Power naps are a great way to reset yourself and return to a place of inner peace, balance, and tranquility. If you want to give this a try, just find a comfortable place where you won’t be disturbed by anyone, whether it’s at home or at work, set your alarm, and for the next 15 minutes or so, go into the zzzzz land. Your mind, body, and soul will thank you for it. Sooooo good!


Stress Relievers

Ever wish a stress superhero could save you from the tension of traffic jams, chaotic meetings, arguments with your spouse, or a toddler’s tantrums? Well, you can be your own stress-busting superhero. Using your senses, you can tap into the power to reduce the impact of stress as it’s happening and stay in control when the pressure builds.

Like any skill, learning how to ease stress in the moment takes time, experimentation, and practice, but the payoff is huge. When you know how to quickly relieve stress, you can stay calm, productive, and focused—no matter what life throws at you.

There are countless techniques for managing stress. Yoga, mindfulness meditation, and exercise are just a few examples of stress-relieving activities that work wonders. But in the heat of the moment—during a high-pressure job interview, for example, or a disagreement with your spouse—you can’t just excuse yourself to meditate or take a long walk. For these situations, you need something more immediate and accessible.

One of the speediest and most reliable ways to stamp out stress is by engaging one or more of your senses—sight, sound, taste, smell, touch—or through movement. But since everyone is different, you’ll need to do some experimenting to discover which technique works best for you.

It might seem obvious that you’d know when you’re stressed, but many of us spend so much time in a frazzled state that we’ve forgotten what it feels like when our nervous systems are in balance—when we’re calm yet still alert and focused. If this is you, you can recognize when you’re stressed by listening to your body.

When you’re tired, your eyes feel heavy and you might rest your head on your hand. When you’re happy, you laugh easily. And when you’re stressed, your body lets you know that, too. Get in the habit of paying attention to your body’s clues.




Flower Language

Take a step back into Victorian times, when flower-rich bouquets and petite nosegays were arranged with attention not only to the beauty of the blooms but to their meanings as well.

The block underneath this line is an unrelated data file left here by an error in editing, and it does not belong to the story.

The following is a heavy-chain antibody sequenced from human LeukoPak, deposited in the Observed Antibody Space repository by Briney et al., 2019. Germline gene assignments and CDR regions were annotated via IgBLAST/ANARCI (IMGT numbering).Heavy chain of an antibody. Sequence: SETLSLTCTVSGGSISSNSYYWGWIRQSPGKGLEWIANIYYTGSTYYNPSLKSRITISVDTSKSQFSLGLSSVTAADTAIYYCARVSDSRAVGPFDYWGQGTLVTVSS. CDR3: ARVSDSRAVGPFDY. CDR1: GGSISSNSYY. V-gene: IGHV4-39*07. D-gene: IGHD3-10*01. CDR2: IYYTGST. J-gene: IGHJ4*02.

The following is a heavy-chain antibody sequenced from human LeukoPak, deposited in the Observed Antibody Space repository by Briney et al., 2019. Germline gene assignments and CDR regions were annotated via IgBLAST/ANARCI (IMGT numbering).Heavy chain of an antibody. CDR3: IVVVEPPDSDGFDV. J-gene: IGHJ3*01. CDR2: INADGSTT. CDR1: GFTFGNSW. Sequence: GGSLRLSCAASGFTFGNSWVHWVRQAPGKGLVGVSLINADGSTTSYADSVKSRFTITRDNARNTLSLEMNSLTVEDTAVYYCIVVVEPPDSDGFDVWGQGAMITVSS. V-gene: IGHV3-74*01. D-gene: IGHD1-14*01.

In a rediscovery of traditions that go as far back as the Greeks and Romans, the 19th century saw thoughts, feelings, and wishes assigned to hundreds of plants and flowers. The result was a kind of floral code through which poetic suitors and the objects of their affections could coyly communicate in prim Victorian society.

Through time, some flowers have acquired multiple and even contradictory meanings, and not every flower has been assigned one. For example, foxglove, a cottage garden favorite, could mean either “insincerity” or “a wish,” depending on the occasion.

A modern approach to communicating with flowers calls for a loose interpretation of the meanings and a willingness to have fun. Feel free to make one or several symbolic flowers the stars of your bouquet, then fill in with blossoms that contribute beauty, but not necessarily meaning, to the arrangement.

The vast vocabulary of flowers can express sentiments for hundreds of occasions. Celebrate an anniversary by giving the lucky couple a bouquet of red and white roses, symbolizing “love” and “unity,” respectively, mixed with hydrangea and lavender, both of which communicate “devotion.” Or thank a friend with a clutch of bellflower, expressing “gratitude,” and daisy fleabane and parsley, which both mean “thank you.”

Finish each arrangement by attaching a handwritten tag that lists the meaning of each flower, or explain them in person when you deliver the bouquet. You might include a flower meanings reference book so the recipient can continue the tradition.

Our half-dozen blooming beauties mix stems cut from the garden with florist favorites in combinations pleasing to the eye and the heart. We hope they inspire you to compose your own poem in flowers.